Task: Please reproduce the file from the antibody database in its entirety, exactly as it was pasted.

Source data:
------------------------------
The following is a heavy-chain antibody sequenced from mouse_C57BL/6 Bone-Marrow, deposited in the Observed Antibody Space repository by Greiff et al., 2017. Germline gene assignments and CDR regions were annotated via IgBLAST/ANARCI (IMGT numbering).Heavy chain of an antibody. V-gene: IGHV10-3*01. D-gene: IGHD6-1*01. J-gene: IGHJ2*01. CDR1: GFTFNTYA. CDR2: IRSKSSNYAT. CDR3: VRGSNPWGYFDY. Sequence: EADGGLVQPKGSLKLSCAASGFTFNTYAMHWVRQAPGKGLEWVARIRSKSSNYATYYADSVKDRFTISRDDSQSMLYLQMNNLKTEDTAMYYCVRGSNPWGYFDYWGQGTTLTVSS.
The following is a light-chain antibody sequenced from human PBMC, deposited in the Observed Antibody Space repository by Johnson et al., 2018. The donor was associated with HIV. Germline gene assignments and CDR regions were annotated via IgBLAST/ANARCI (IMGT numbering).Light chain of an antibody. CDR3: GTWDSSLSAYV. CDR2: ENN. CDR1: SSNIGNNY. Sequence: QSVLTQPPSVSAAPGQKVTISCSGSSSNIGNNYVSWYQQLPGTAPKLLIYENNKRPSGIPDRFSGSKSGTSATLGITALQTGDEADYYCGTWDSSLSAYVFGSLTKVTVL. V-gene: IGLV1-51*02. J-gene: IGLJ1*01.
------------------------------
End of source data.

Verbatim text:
The following is a heavy-chain antibody sequenced from mouse_C57BL/6 Bone-Marrow, deposited in the Observed Antibody Space repository by Greiff et al., 2017. Germline gene assignments and CDR regions were annotated via IgBLAST/ANARCI (IMGT numbering).Heavy chain of an antibody. V-gene: IGHV10-3*01. D-gene: IGHD6-1*01. J-gene: IGHJ2*01. CDR1: GFTFNTYA. CDR2: IRSKSSNYAT. CDR3: VRGSNPWGYFDY. Sequence: EADGGLVQPKGSLKLSCAASGFTFNTYAMHWVRQAPGKGLEWVARIRSKSSNYATYYADSVKDRFTISRDDSQSMLYLQMNNLKTEDTAMYYCVRGSNPWGYFDYWGQGTTLTVSS.
The following is a light-chain antibody sequenced from human PBMC, deposited in the Observed Antibody Space repository by Johnson et al., 2018. The donor was associated with HIV. Germline gene assignments and CDR regions were annotated via IgBLAST/ANARCI (IMGT numbering).Light chain of an antibody. CDR3: GTWDSSLSAYV. CDR2: ENN. CDR1: SSNIGNNY. Sequence: QSVLTQPPSVSAAPGQKVTISCSGSSSNIGNNYVSWYQQLPGTAPKLLIYENNKRPSGIPDRFSGSKSGTSATLGITALQTGDEADYYCGTWDSSLSAYVFGSLTKVTVL. V-gene: IGLV1-51*02. J-gene: IGLJ1*01.